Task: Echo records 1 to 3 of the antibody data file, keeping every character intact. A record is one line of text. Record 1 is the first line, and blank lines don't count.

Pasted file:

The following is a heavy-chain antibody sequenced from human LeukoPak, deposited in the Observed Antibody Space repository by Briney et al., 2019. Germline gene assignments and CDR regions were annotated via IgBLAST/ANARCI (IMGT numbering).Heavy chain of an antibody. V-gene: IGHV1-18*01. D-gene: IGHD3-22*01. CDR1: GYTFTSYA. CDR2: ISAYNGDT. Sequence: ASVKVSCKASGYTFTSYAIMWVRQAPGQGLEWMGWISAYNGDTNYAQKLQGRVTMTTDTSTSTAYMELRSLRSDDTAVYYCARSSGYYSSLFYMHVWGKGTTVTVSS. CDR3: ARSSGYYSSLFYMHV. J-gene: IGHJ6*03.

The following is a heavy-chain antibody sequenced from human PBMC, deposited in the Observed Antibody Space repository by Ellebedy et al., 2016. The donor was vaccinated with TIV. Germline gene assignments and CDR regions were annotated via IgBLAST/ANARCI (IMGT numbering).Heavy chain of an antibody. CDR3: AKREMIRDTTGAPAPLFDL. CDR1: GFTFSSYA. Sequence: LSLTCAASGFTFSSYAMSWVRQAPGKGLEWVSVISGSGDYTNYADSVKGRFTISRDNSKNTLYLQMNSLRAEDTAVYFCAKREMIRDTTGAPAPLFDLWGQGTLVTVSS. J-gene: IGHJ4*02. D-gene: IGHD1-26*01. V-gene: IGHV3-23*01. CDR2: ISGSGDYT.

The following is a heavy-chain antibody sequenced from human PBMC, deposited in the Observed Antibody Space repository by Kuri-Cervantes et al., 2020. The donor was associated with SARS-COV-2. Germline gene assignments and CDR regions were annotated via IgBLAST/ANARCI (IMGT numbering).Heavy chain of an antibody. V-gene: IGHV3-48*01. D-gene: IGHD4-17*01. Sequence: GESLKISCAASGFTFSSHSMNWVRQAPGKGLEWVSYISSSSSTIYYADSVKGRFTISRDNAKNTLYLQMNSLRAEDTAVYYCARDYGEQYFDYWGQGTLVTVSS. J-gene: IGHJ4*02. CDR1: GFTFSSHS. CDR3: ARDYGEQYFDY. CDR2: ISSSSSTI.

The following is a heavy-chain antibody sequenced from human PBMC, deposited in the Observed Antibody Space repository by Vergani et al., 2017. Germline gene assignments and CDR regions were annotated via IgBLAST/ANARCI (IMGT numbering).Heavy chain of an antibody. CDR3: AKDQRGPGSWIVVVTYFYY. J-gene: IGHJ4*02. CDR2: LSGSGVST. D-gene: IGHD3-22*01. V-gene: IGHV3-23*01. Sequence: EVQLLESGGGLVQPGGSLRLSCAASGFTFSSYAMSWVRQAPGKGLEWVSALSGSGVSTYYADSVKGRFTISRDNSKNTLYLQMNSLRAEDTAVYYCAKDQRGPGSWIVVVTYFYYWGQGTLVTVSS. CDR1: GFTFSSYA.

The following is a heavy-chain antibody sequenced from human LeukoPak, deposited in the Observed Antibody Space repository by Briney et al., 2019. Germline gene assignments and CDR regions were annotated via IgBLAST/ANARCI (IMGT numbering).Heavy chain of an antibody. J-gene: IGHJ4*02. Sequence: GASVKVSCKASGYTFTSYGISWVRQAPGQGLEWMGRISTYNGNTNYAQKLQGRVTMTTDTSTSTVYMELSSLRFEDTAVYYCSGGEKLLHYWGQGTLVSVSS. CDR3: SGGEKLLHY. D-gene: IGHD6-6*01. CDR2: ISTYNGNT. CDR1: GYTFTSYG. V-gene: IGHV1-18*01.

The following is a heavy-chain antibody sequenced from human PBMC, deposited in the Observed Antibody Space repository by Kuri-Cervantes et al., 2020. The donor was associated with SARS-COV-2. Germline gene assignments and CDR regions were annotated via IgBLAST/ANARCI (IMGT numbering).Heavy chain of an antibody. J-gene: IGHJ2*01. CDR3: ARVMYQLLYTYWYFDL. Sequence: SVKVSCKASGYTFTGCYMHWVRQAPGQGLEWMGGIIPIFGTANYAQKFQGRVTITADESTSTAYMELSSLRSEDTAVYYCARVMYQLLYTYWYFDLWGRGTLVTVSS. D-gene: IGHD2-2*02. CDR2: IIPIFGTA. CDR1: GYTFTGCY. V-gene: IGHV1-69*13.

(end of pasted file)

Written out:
The following is a heavy-chain antibody sequenced from human LeukoPak, deposited in the Observed Antibody Space repository by Briney et al., 2019. Germline gene assignments and CDR regions were annotated via IgBLAST/ANARCI (IMGT numbering).Heavy chain of an antibody. V-gene: IGHV1-18*01. D-gene: IGHD3-22*01. CDR1: GYTFTSYA. CDR2: ISAYNGDT. Sequence: ASVKVSCKASGYTFTSYAIMWVRQAPGQGLEWMGWISAYNGDTNYAQKLQGRVTMTTDTSTSTAYMELRSLRSDDTAVYYCARSSGYYSSLFYMHVWGKGTTVTVSS. CDR3: ARSSGYYSSLFYMHV. J-gene: IGHJ6*03.

The following is a heavy-chain antibody sequenced from human PBMC, deposited in the Observed Antibody Space repository by Ellebedy et al., 2016. The donor was vaccinated with TIV. Germline gene assignments and CDR regions were annotated via IgBLAST/ANARCI (IMGT numbering).Heavy chain of an antibody. CDR3: AKREMIRDTTGAPAPLFDL. CDR1: GFTFSSYA. Sequence: LSLTCAASGFTFSSYAMSWVRQAPGKGLEWVSVISGSGDYTNYADSVKGRFTISRDNSKNTLYLQMNSLRAEDTAVYFCAKREMIRDTTGAPAPLFDLWGQGTLVTVSS. J-gene: IGHJ4*02. D-gene: IGHD1-26*01. V-gene: IGHV3-23*01. CDR2: ISGSGDYT.

The following is a heavy-chain antibody sequenced from human PBMC, deposited in the Observed Antibody Space repository by Kuri-Cervantes et al., 2020. The donor was associated with SARS-COV-2. Germline gene assignments and CDR regions were annotated via IgBLAST/ANARCI (IMGT numbering).Heavy chain of an antibody. V-gene: IGHV3-48*01. D-gene: IGHD4-17*01. Sequence: GESLKISCAASGFTFSSHSMNWVRQAPGKGLEWVSYISSSSSTIYYADSVKGRFTISRDNAKNTLYLQMNSLRAEDTAVYYCARDYGEQYFDYWGQGTLVTVSS. J-gene: IGHJ4*02. CDR1: GFTFSSHS. CDR3: ARDYGEQYFDY. CDR2: ISSSSSTI.